On a whim, I decided to look for writing jobs. A few classmates who had graduated a year or two ahead of me had started writing, and while I didn’t know the details, freelance writing came into my view for the first time. I thought, “Why not try?” and, keeping in mind that I probably wouldn’t be earning a livable wage, I sent off a few applications not expecting much. I didn’t have a portfolio other than a few personal blog posts and some college essays. I didn’t have any experience writing professionally. All I had was an eagerness to actually do something with my degree and something I was passionate about.
I found a few ads on pedestrian.tv–one for Top Shelf Magazine, which didn’t pay but would help boost my experience, and another for TodayIFoundOut.com, which asked me to quote my own price per article. I applied to both and expected rejections within a few days. What I received were acceptances.
For TodayIFoundOut, I was picked to write a trial article by picking one of three topics provided and writing an article about it. I’d be paid for the trial article whether or not I was chosen to write more–and a few weeks later, I was asked to contribute regularly. It all sort of fell into place without any kind of expectations. While I’ve kept up the workload easily enough–last month being the first month to write my quota of eight articles–I was unprepared for one of the most important things: how much should I charge for each article?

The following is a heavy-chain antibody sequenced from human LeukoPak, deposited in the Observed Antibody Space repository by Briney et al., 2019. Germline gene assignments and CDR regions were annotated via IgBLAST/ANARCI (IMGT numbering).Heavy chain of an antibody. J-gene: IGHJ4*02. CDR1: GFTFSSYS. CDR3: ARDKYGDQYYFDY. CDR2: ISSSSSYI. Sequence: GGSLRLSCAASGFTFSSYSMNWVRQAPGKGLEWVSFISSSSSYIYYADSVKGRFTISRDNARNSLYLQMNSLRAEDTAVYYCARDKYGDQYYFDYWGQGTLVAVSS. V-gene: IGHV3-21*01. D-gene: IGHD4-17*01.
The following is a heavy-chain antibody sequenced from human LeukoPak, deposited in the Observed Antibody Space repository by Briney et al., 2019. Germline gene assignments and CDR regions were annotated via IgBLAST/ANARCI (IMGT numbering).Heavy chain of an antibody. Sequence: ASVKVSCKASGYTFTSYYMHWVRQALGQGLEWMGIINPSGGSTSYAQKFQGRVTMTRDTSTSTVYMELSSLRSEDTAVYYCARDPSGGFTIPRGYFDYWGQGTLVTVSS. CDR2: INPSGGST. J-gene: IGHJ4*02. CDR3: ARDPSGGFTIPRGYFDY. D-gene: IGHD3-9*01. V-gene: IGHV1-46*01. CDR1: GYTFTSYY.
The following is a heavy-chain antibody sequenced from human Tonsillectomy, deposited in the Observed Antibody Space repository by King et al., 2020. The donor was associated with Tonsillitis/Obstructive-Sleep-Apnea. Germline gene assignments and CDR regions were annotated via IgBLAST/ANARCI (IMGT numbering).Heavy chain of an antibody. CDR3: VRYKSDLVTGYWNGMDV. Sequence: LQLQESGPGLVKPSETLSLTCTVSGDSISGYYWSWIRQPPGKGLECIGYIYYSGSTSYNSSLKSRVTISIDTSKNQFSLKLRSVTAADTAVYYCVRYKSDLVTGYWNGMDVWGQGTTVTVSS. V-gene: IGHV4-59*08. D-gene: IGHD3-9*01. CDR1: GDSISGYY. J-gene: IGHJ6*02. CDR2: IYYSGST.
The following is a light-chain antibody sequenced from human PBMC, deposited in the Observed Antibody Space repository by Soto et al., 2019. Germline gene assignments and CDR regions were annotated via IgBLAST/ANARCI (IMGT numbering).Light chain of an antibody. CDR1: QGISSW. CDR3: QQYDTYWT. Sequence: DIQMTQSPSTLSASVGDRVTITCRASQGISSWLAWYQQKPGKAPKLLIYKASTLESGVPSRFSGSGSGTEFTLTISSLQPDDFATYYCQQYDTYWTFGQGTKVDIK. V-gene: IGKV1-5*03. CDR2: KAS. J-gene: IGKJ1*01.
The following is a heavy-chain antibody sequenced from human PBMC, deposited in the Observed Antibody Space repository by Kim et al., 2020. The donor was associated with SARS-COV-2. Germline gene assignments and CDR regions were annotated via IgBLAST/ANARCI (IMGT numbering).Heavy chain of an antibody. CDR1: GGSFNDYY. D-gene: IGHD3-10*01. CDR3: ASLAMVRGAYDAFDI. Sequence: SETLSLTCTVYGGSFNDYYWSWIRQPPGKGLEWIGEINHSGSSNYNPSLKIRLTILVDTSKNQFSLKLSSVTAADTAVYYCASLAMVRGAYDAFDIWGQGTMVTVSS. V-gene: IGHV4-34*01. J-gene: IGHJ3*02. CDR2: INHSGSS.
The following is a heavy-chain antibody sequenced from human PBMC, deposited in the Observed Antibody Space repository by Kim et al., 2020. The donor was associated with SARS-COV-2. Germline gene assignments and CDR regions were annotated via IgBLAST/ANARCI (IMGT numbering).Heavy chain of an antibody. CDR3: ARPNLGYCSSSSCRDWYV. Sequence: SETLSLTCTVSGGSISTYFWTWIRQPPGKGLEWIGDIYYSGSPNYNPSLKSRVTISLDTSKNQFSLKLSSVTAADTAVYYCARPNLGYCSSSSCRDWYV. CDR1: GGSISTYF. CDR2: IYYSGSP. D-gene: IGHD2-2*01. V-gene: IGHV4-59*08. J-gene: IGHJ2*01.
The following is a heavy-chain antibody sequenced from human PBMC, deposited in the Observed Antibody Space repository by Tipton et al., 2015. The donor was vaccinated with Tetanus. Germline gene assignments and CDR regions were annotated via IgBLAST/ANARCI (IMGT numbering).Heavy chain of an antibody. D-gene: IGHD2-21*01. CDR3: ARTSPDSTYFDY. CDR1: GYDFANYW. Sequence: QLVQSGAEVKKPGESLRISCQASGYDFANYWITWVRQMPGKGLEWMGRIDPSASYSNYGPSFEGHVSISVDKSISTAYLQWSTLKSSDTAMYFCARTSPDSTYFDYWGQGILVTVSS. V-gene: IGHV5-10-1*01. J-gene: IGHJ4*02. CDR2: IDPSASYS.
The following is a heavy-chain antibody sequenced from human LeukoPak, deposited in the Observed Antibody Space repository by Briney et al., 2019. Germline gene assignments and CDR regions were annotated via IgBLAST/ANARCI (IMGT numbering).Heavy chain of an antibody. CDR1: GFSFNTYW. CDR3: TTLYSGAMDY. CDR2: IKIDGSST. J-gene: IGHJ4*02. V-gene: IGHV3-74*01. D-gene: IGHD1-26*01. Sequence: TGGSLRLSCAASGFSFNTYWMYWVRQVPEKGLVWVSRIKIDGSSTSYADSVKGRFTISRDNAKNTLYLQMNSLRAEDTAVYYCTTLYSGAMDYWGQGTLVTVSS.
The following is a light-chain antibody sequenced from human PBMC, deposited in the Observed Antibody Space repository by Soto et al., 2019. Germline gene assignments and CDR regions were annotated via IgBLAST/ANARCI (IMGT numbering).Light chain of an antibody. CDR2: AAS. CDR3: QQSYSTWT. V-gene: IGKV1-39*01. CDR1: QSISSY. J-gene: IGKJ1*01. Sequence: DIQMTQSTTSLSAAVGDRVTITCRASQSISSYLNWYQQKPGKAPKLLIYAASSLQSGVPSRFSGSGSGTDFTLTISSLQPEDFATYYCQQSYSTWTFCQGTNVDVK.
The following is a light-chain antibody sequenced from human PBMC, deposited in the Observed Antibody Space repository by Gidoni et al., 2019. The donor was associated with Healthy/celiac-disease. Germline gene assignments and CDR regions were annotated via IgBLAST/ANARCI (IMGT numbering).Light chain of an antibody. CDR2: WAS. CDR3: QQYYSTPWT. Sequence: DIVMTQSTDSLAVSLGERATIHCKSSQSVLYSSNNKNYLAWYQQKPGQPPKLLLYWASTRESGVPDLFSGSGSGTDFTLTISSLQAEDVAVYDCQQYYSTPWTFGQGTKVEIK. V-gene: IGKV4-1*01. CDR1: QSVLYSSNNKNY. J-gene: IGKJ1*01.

The quote-your-price thing was rough for a newcomer, because I had no idea how much I should charge for a 1000 word article, especially as I didn’t have much prior experience. I said $20, which seemed fair enough. I’d seen everything from $5 to $50 and up on other writing job sites, and I tried to take into account that these articles would require some time to research, too. However, after a few articles they upped my pay to $30/article–which makes me think I probably under-quoted! (Which, to be honest, I’d rather do at this stage than over-quote and risk not getting chosen due to unrealistic expectations!)
Having looked over more and more job ads, I think I have a better idea about how much money can be expected from different projects, but some of it’s still a mystery to me. Obviously, every project is different, but does anyone have a rule of thumb they go by for quoting prices? Your average price per word or page? Or do you do an hourly rate, which I’ve also seen? Let me know in the comments below!
So, to sum up, I’m just getting started with my first few freelancing jobs. It’s not enough to live on yet, but it is enough to cover my college loan payments every month, which is a plus! I’m lucky enough to have a husband who recently got a well-paying full-time job, so he’s able to support both of us while I attempt to pursue freelancing further. Instead of focusing on finding that “real job” I’m able to focus on something I actually enjoy–freelancing as well as writing a novel–and, hopefully, it’ll turn into something more lucrative in a few months or years.
I guess the point of this post is, if you want to write for a living, try it. I jumped in and I’ve had great experiences so far.
Are you freelancing? How did you get into it? Are you still working your day job, or are you doing well enough to make a living on writing? I’d love to hear about your experiences!